Notes from Streaming East6/18/2000 08:00:00 PM Eastern
- NBC is among new investors in a second round of financing arranged by SeeItFirst.com, a video streamer whose specialty is the technology to allow users to see individual, high-resolution frames of a streaming video, even at lowest connection rates.
During the Streaming Media East 2000 conference in New York last week, SeeItFirst founder and CEO Narayanan Ran announced that the company has lined up $14 million in financing from NBC, Wit Soundview Corp., Swiss Finanz and Deutsch Investments.
He explained that the frame-by-frame capability allows streaming video to be viewed much the way a VCR, TiVo or Replay user can stop motion, and he demonstrated how a stock analyst's video-streamed report could be augmented with data allowing a user to click and buy (or sell) the stock mentioned.
- MP3.com CEO and Chairman Michael Robertson said Tuesday that despite recent settlements with BMG and Warner Music Group, the site will continue to offer free music for downloading. In a speech, he said MP3.com's strength comes from the size of its audience.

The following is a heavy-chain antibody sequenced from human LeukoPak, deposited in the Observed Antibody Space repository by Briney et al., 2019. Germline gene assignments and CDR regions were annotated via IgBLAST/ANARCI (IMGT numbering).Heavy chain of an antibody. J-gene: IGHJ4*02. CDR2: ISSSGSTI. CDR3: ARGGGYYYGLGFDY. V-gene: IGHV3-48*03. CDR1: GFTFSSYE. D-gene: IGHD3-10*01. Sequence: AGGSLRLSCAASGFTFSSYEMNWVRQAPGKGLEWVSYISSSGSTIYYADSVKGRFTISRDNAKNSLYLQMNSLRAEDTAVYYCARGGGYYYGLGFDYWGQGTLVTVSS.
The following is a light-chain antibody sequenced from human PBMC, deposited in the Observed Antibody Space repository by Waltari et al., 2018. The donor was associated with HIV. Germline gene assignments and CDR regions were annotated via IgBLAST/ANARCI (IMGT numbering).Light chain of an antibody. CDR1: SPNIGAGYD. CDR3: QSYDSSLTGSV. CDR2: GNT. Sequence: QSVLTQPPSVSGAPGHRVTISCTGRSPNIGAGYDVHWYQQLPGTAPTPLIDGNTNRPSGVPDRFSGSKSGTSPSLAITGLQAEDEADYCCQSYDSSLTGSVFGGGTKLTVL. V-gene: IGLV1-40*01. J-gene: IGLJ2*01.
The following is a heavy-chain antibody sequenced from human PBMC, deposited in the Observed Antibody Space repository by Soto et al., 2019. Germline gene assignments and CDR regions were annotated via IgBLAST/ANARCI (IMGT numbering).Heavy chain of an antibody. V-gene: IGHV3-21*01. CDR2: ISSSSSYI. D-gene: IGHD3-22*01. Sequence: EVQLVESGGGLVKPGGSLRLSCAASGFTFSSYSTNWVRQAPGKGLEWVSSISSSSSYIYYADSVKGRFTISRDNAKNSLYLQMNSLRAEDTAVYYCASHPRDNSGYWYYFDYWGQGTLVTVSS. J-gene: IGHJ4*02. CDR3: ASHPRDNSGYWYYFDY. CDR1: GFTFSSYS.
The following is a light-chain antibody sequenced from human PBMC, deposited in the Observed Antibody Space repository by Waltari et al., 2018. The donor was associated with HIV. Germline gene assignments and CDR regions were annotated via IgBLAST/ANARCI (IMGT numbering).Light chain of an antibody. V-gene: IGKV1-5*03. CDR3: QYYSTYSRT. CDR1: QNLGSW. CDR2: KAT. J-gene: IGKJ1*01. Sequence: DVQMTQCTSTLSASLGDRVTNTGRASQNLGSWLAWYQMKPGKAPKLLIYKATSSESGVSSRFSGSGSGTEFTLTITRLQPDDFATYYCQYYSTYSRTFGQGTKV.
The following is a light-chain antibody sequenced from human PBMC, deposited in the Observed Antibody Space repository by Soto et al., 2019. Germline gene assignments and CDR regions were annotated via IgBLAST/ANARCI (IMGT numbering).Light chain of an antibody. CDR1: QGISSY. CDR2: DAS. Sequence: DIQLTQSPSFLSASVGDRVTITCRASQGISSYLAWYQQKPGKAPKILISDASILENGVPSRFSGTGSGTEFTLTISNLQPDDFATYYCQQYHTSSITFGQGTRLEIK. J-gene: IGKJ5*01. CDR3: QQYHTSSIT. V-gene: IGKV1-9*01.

The business can flourish, he said, if the focus is moved away from security issues-"If you want to stop piracy, stop selling CDs," he joked-and toward service by allowing users more access to free music. Robertson insisted that artists will profit from MP3.com: Each time an artist's song is played, that use is recorded, and the artist is compensated by the site.
- Yack (www.yack.com), the Internet Program Guide, will acquire Channelseek (www.channelseek.com), the Convergence Guide, in a multimillion-dollar stock deal, the companies announced. No purchase price was disclosed. Channelseek founder and CEO Tom Britt will join Yack as vice president of business development under President and CEO Jeff Morris.
Yack's acquisition of Channelseek will create a combined entity with nearly 250 event producers. Channelseek publishes the first printed guide to streaming media, which is stuffed into mailers that DSL and broadband providers send to customers. Both Yack and Channelseek.com have Web sites that are databases for video content on the Web.
-StreamSearch.com, a Web site that also serves as a portal for streaming-media sites, announced a deal to deliver search capabilities to GTE.net's DSL broadband unit, which is on track to garner in excess of 200,000 subscribers by year-end.
The company also announced an affiliate marketing co-op program in which StreamSearch will pay up to $50,000 to certain clients, including broadband distributors, ISPs, broadcasters and content providers, to help pay for advertising streaming products.